Nov 2016
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    Itapevi, SP - Brazil
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    Not exactly, IMO...

    Quote Originally Posted by Andy Howard View Post
    Dan,

    [...]

    I actually went with the 60 1/2 R (rabbet) plane. I figured that it could do all of the jobs a standard block plane could do, plus the extra functionality that a rabbet plane gives you. I haven't been disappointed with it, and it is my go to block plane.

    Hope this helps some.
    Andy
    I do not think "R" model can do all functions a "regular" LN 60 1/2 can do:

    1. Regular 60 1/2 can be used with a shooting board. R model doesn't. It was a severe handicap for my use

    2. R model are very prone to cut your hand and fingers according to advice I received here in this forum from some experts on theme

    I went to LN 60 1/2 "conventional" as my first plane. I loved it and motivated me for my second one, LN Jack plane, basically a bigger version from the 60 1/2.

  6. #36
    Join Date
    Sep 2020
    Location
    Oakland, CA
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    https://www.leevalley.com/en-us/shop...60-block-plane

    Such a fantastic tool! It seems like some people prefer the fit of LV or Veritas. If you're buying your first plane it's worth trying both to see which feels better to you.

  7. #37
    I have the 102, 60 1/2, and the 140 skew LN blocks. The 102 just falls to hand so easily and fits in a pouch/pocket that it gets used more. The 60 can do really fine work and is more substantial in the hand. The 140 is a special purpose unit for me and doesn’t get a lot of use. If I was going with one it wold be the 60 1/2. It just does more for me. I have gone the Rob Colman sharpening way and am very pleased with the results. I’d suggest you watch his videos. Planes that are not really sharp are basically hammers. Having used enough of them that way I know that is correct. The first time I got my LN 62 sharp it was a revelation. Thinking back on previous attempts all I can do is say, “Ah, ya dope…”

  8. #38
    Join Date
    Sep 2007
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    Quote Originally Posted by Jack Frederick View Post
    [snip]
    Planes that are not really sharp are basically hammers. Having used enough of them that way I know that is correct. The first time I got my LN 62 sharp it was a revelation. Thinking back on previous attempts all I can do is say, “Ah, ya dope…”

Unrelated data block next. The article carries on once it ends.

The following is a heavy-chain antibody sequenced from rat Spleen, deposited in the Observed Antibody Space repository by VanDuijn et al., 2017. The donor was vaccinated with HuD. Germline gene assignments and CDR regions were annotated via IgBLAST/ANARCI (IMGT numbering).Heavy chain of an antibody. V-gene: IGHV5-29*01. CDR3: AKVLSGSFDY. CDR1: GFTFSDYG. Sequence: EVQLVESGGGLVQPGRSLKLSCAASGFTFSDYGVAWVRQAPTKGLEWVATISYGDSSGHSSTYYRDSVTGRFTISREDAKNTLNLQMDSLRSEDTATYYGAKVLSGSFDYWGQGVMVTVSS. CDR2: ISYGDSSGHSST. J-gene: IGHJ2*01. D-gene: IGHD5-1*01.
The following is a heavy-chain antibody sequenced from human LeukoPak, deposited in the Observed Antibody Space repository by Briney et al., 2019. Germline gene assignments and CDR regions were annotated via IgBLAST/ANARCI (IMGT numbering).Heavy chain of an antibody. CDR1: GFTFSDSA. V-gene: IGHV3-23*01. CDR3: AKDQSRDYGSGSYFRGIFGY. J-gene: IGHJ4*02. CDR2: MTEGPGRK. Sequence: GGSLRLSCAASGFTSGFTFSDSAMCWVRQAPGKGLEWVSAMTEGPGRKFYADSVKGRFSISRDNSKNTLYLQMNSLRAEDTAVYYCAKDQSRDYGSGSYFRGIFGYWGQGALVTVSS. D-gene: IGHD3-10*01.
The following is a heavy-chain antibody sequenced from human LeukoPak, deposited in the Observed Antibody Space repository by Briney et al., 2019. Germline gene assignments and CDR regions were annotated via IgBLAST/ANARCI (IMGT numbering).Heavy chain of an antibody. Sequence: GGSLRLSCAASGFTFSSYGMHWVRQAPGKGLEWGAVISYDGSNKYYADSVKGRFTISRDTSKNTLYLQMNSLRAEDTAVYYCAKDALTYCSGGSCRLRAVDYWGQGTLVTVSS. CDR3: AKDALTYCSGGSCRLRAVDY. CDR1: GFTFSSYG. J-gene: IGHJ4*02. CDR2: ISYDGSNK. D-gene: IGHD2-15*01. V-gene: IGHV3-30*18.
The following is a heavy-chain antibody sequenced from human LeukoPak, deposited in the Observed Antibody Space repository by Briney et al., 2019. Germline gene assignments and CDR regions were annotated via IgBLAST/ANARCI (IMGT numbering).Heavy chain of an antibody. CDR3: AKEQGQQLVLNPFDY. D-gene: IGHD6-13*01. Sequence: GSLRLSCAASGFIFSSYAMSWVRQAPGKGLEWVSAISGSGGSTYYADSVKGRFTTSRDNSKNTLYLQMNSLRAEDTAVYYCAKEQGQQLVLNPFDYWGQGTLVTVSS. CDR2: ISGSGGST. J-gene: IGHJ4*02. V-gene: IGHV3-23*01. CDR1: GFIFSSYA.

As Rob Luter says, "Sharp solves all manner of problems."

    Learning about sharpness techniques continues for most people over a long time. There are many different methods, each with many outspoken advocate for each.

    They all have good points to various degrees.

    Find what works for you while staying open to new ideas.

    jtk
    "A pessimist sees the difficulty in every opportunity; an optimist sees the opportunity in every difficulty."
    - Sir Winston Churchill (1874-1965)

  9. #39
    Join Date
    Jun 2015
    Location
    Northern California
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    389
    I thought I knew what sharp was until I discovered the Unicorn method (thanks Winston!). Now my dad’s old plastic handled Stanley chisels perform every bit as well as my Lie Nielsens. I’ve begun the process of carefully applying this method to my plane blades as well. Looking forward to producing nearly invisible ribbons of wood shavings.

  10. #40
    Join Date
    Jan 2007
    Location
    Michiana
    Posts
    2,189
    It's funny, but I was introduced to the "Unicorn Method" in about 1976 in high school woodshop. We used it to sharpen lathe tools. With a rag wheel buffer and some Tripoli buffing compound you could put an edge on a gouge that would make hard maple turn like it was soap. I've never tried it on a plane iron.
    Sharp solves all manner of problems.